I had a nice chat this weekend with Christy Levings, the chair of the NEA's Committee on ESEA (the Elementary and Secondary Education Act, which is now called the No Child Left Behind Act).
Levings took the job after the former committee head, Becky Pringle, advanced to the NEA Secretary-Treasurer spot. She hails from Kansas, where she headed up the state affiliate for two terms.
We had a chance to talk a bit about her work for the committee, which is now working on helping state leaders prepare for the reauthorization of the federal education law, primarily through the NEA's Positive Agenda for NCLB (find it here).
In Levings' view, NCLB's testing requirements have gotten away from the philosophy of the ESEA. The original law, she said, was designed to expand opportunities for poor kids and widen the curriculum. Instead the law has done the opposite by squeezing out other subjects and focusing on narrow test prep, she contended.
Levings did praise the law's focus on subgroups of students, such as low-income children, children with disabilities, and students from certain racial and ethnic groups. "It's the only strong point of NCLB, in my opinion, the conversations around these children," she said. "It's unfortunate that the obsession with testing drove that to a poor spot," she added, referring to the law's requirement that a school must meet testing benchmarks for each subgroup in order to be deemed as making "adequate yearly progress."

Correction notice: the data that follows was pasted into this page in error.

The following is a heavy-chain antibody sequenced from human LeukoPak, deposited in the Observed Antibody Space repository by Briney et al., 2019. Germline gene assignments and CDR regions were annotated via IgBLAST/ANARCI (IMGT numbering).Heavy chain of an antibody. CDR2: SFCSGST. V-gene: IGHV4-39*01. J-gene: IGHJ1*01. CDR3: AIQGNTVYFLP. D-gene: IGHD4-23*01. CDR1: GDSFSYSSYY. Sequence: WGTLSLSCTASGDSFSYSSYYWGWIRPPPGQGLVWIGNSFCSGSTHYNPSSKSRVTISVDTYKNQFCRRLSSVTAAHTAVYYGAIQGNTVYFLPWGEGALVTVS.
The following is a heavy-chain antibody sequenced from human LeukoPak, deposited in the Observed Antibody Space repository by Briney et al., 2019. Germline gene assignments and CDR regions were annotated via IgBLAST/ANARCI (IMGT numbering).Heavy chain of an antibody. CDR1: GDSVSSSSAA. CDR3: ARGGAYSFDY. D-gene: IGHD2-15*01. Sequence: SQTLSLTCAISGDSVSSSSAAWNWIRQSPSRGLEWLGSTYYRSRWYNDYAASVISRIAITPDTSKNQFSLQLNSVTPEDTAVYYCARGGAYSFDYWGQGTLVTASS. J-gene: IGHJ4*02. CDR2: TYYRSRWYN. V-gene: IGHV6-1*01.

She said she thinks the economic-stimulus bill, including the Race to the Top competitive grants to be distributed by Education Department, will help the administration take some new ideas "for a test drive," after which they might be included in the NCLB reauthorization. She thinks it's too early to tell what the administration means by the teacher-evaluation language in the stimulus guidance.